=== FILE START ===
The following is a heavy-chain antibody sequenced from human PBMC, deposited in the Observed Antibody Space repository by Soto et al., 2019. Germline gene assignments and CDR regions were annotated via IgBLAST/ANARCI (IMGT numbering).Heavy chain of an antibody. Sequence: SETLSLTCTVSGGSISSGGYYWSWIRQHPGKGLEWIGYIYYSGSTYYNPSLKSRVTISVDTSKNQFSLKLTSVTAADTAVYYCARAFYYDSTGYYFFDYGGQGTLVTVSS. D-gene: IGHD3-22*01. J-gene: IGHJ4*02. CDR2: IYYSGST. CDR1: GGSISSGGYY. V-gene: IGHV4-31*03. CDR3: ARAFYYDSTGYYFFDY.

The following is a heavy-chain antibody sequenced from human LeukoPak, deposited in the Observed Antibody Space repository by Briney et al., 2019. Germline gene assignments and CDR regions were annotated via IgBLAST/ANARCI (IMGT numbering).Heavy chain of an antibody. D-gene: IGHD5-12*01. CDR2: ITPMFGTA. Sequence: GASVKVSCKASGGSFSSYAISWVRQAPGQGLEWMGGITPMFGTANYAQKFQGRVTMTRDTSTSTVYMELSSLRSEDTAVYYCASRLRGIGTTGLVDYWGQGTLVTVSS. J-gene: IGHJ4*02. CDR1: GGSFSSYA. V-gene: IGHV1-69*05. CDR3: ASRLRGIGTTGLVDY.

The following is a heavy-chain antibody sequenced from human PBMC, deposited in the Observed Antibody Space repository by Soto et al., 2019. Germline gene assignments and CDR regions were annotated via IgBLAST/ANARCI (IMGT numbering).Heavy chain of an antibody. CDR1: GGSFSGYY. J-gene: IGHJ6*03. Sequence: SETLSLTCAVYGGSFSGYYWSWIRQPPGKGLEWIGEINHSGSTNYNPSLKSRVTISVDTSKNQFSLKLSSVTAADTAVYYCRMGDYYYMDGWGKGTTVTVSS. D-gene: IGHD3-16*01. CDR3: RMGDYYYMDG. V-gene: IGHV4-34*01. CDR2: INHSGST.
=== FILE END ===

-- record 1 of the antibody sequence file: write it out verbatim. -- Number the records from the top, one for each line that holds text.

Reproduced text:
The following is a heavy-chain antibody sequenced from human PBMC, deposited in the Observed Antibody Space repository by Soto et al., 2019. Germline gene assignments and CDR regions were annotated via IgBLAST/ANARCI (IMGT numbering).Heavy chain of an antibody. Sequence: SETLSLTCTVSGGSISSGGYYWSWIRQHPGKGLEWIGYIYYSGSTYYNPSLKSRVTISVDTSKNQFSLKLTSVTAADTAVYYCARAFYYDSTGYYFFDYGGQGTLVTVSS. D-gene: IGHD3-22*01. J-gene: IGHJ4*02. CDR2: IYYSGST. CDR1: GGSISSGGYY. V-gene: IGHV4-31*03. CDR3: ARAFYYDSTGYYFFDY.